When instructing your design team you will need to have a clear idea of what
you want them to design for you.
Your housing needs survey and other information will help you decide on the
scheme you need to build:
- the tenure types: social rent, intermediate market rent or
- the sizes of homes: 1-bedroom, 2-bedroom etc
In instructing either your design team or the developer, you will need also
to take some decisions in relation to the specification and layout of the homes.
If you aspire to build homes with reduced environmental impact and low running
cost, you will also need to consider the approach to be adopted to achieve this
and what factors matter the most to you.
Levels of involvement
Your opportunity to affect the design and specification will depend on the
- if you buy homes from a developer for onward sale or rent, you may
have no choices open to you other than to agree to proceed: or to withdraw.
- If the developer’s homes have yet to be built, you may have the option
to pay a bit more for an amended specification but the layout of the site
and the homes is probably still fixed.
- if you choose design and build, you are to some extent hoping that the
developer will use their experience and knowledge to choose materials and
suppliers which achieve the specified standards at the lowest possible
price. You can still however ask to agree the site and dwelling layouts (but
should aim to take on board the developer’s views about what might add or
reduce cost) and could require the developer to agree such things as the
- if you employ the professional team to design all aspects of the scheme
and invite tenders to build it you can control all aspects of the design and
specification. But you will still need to make sure the architect brings
site and dwelling layouts to you for approval; and that you are able to say
no to higher cost design or specification elements that he or she may wish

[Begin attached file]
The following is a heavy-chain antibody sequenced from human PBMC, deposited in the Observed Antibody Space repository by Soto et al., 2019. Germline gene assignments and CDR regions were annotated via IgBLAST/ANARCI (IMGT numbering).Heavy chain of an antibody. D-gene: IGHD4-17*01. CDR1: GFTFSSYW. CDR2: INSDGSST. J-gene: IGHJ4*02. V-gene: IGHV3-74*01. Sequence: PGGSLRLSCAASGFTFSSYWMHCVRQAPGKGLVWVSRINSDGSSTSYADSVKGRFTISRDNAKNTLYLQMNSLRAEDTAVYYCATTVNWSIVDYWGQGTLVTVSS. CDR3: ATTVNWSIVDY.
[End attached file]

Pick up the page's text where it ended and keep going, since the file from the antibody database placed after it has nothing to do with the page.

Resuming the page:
In all cases building control and planning regulations will ensure that the
dwellings conform to legal requirements: your role will be in relation to
If funded by subsidy from the Homes & Communities Agency’s National
Affordable Housing Programme, it will also be necessary to meet particular
standards of design as set out in the HCA’s Housing Quality Indicators. These
cover all the issues discussed below and provide a means to assess your schemes
against a set of design standards and the percentage score will be a
consideration when the amount of grant you are asking for is considered.
The sizes of homes that used to be required by English Partnerships and the
Housing Corporation (as was) are as follows. In the private sector, sizes may be
smaller as dwellings are often underoccupied and bedrooms may in practice be
used as studies for example. Part-ownership homes too may be underoccupied but
probably less so: rented homes tend to be occupied to capacity. While these
sizes are not mandatory for HCA funding and a good layout can mitigate a reduced
size, these sizes are quite a good guide to what might be acceptable.
There are two sets of plans which you will need to think about: the site
layout and the dwelling layouts.
On the site layout, your designer – whether an architect or a developer –
should have in mind a range of issues: whether living spaces are south facing,
opportunities and problems of solar gain generally, security (the ”Secure by
Design” designation involves the police in looking at the site layout to make
sure common spaces are in plain view well-lit etc.), overlooking between
dwellings, access roads which slow vehicles down or keep them away from houses,
parking, fencing (height and type), tree and hedge planting. You should have a
meeting with him or her to explain the approach that has been adopted on a range
of topics of this kind and to provide you with the opportunity to agree or
disagree with what is proposed.
Another meeting should be held on the dwelling layouts to look at the sizes
of each room, the choice of kitchen/dining +living rooms versus kitchen +